Over the past month, Modest Mouse has released two singles off of their highly anticipated upcoming album, Strangers to Ourselves. It has been nearly eight years since the release of their last album, We Were Dead Before the Ship Even Sank, which was either Modest Mouse’s best album or worse album depending on who you ask. Naturally, there was a lot of excitement and anxiety over the direction Modest Mouse would take with this next album, which warrants us to take a closer look at the releases.
Lampshades on Fire
Released in mid-December of 2014, “Lampshades on Fire” felt like a portal back to 2007, when Modest Mouse released We Were Dead Before the Ship Even Sank. This was clearly indicated by the opening “mmmBa- ba-ba-ba-ba-ba-ba-da-ra”, something that would be highly unexpected in albums like The Lonesome Crowded West or This is a Long Drive for Someone With Nothing To Think About, both re-released earlier in 2014. A slick drum lead-in breaks the song out into a flurry of activity, headed by Isaac Brock’s vocals and accompanied by a booming bass, pulsing drum-beat, and a guitar wailing and bending notes that has characterized Modest Mouse’s sound since the release of “Dramamine” about 20 years ago. Brock’s vocals during the verse are as shout-y, quirky, and impassioned as ever. Every now and then between verses he will adopt a throaty singing tone to deliver a line (“We’re all going/we’re all going”). This brings us to our next point: lyrics. Although musically Modest Mouse has gone through many stylistic changes, Isaac Brock’s promise to deliver lyrics with substance has been consistent through the decades. The opening verse leads us to believe this song will be about a common Modest Mouse motif, the pointlessness of life and being trapped in meaningless repetition: “Well the lampshades on fire when the lights go out/ The room lit up and we ran about/ Well this is what I really call a party now/ Packed up our cars, move to the next town”. However, as the song goes we find that “Lampshades on Fire” is not simply a diagnoses of our instant-gratification seeking culture, but also a warning as to how this can impact the world we live in: “Spend some time to float in outer space/ Find another planet, make the same mistakes/ Our mind’s all shattered when we come and go/ Hoping for the scientists to find another globe”. This environmentalist notion seems to be further supported when looking at “Coyotes”. Overall the song was slightly underwhelming, but Modest Mouse does a decent job of having the song highly accessible while maintaining their integrity. The song felt very safe, as if the intention was for people to instantly feel appeal towards it from its resemblance to We Were Dead Before the Ship Even Sank. However, Brock states in Pitchfork’s documentary The Lonesome Crowded West that he believes in making each album different from its predecessors, so with that in mind I do not think we have to worry about an unoriginal album.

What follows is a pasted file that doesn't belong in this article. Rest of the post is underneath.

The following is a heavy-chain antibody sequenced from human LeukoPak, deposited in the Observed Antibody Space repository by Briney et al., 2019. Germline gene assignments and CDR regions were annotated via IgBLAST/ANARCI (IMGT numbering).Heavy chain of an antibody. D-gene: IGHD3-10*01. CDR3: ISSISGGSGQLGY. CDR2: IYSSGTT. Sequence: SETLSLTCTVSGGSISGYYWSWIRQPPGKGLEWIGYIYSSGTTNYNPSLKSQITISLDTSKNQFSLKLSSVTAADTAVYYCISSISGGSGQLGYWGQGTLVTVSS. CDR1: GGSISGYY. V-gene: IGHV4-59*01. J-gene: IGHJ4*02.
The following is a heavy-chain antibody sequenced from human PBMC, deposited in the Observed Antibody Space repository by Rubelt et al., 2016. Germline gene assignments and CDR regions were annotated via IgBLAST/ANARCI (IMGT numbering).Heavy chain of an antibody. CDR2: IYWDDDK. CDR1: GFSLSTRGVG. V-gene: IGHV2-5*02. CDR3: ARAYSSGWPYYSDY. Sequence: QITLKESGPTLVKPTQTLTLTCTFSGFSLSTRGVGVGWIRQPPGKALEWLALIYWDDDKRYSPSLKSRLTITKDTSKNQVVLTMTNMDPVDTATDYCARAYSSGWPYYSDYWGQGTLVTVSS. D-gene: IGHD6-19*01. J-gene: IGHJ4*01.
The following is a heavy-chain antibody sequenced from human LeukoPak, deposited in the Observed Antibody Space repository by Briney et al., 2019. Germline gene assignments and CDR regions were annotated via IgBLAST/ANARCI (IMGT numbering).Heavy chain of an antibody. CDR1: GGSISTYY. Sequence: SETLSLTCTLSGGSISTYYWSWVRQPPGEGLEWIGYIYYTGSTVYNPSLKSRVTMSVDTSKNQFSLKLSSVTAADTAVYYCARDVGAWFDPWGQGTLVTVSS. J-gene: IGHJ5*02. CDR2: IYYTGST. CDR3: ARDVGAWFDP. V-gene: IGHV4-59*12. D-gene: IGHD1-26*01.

In the song “Trailer Trash”, it feels as though Isaac Brock is sitting in a chair across the room, pouring out his innermost reflections right in front of you. In “Coyotes” Brock gets up from that chair and is now speaking softly directly in your ear, similar to the level of intimacy from “Little Motel”. The song was released earlier this week on January 20th along with an interesting music video, which is apparently based on a true story of a coyote hopping onto train in Portland. The song opens with a delicate guitar line which is promptly joined by Brock’s vocals and a simple drumbeat, where Brock’s light and bouncy singing actually reminds you of a coyote tip-toeing in the snow after dark. In this song he laments the plight of the coyotes, who are forced to live in nature devoid of the vibrancy it once had: “Coyotes tip-toe in the snow after dark/ At home with the ghosts in the national parks”. Brock points out that it is mankind’s doing, on account of its serial-killer-like behavior: “Mankind’s behavin’ like some serial killers”. The light, but jerky waltz is occasionally accompanied by an electric guitar riff or banjo line, but then it suddenly breaks out into a fluid and open chorus, where Brock’s vocals almost get lost in a sea of ambient guitars and background vocals. The process repeats all over again, and after the second chorus, the song breaks down into an instrumental section, coinciding to the point in the music video where the coyote closes its eyes and heartbreakingly reminisces on being able to prance freely through the green forests surrounding Portland. After the third chorus, the flowing sound quality of the chorus is maintained into a section dense with electric guitar, synth, and anthem-like choral singing. Here Brock points out the hypocrisy of our attitudes towards nature, simultaneously destroying nature and saying how “we’re in love with all of it”. Far less intricate than “Lampshades on Fire”, I feel like this song was able to do a lot more with a lot less. The chorus and outro are particularly captivating musically, which does a great job of bringing across the message and emotion of the song.
Seeing the common motif of man’s apathetic/irresponsible attitude and self-indulgence destroying the world around us, I am excited to see what the rest of the album has in store. What made albums like The Moon and Antarctica, The Lonesome Crowded West, and even to an extent the compilation album Building Nothing Out of Something so enthralling and captivating was not just the musical ingenuity of each album, but also how each album seems to tackle common ideas and themes that can be incredibly insightful. I am hopeful that this next album can pick up that trend. Musically, I have yet to hear anything significant from these releases that I have not been exposed to already in Modest Mouse’s 20 year discography, so we will have to wait and see if they bring any new ideas on March 3rd when Strangers to Ourselves is scheduled to come out.